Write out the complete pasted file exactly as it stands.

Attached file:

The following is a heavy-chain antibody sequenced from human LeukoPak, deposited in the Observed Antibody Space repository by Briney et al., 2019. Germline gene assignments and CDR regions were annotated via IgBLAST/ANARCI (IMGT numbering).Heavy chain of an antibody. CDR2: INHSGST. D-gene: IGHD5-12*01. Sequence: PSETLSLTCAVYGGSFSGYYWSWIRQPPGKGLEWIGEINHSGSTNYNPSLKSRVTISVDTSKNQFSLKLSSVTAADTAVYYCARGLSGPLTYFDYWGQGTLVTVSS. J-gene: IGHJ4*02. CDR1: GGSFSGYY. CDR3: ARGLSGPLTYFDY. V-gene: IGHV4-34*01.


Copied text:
The following is a heavy-chain antibody sequenced from human LeukoPak, deposited in the Observed Antibody Space repository by Briney et al., 2019. Germline gene assignments and CDR regions were annotated via IgBLAST/ANARCI (IMGT numbering).Heavy chain of an antibody. CDR2: INHSGST. D-gene: IGHD5-12*01. Sequence: PSETLSLTCAVYGGSFSGYYWSWIRQPPGKGLEWIGEINHSGSTNYNPSLKSRVTISVDTSKNQFSLKLSSVTAADTAVYYCARGLSGPLTYFDYWGQGTLVTVSS. J-gene: IGHJ4*02. CDR1: GGSFSGYY. CDR3: ARGLSGPLTYFDY. V-gene: IGHV4-34*01.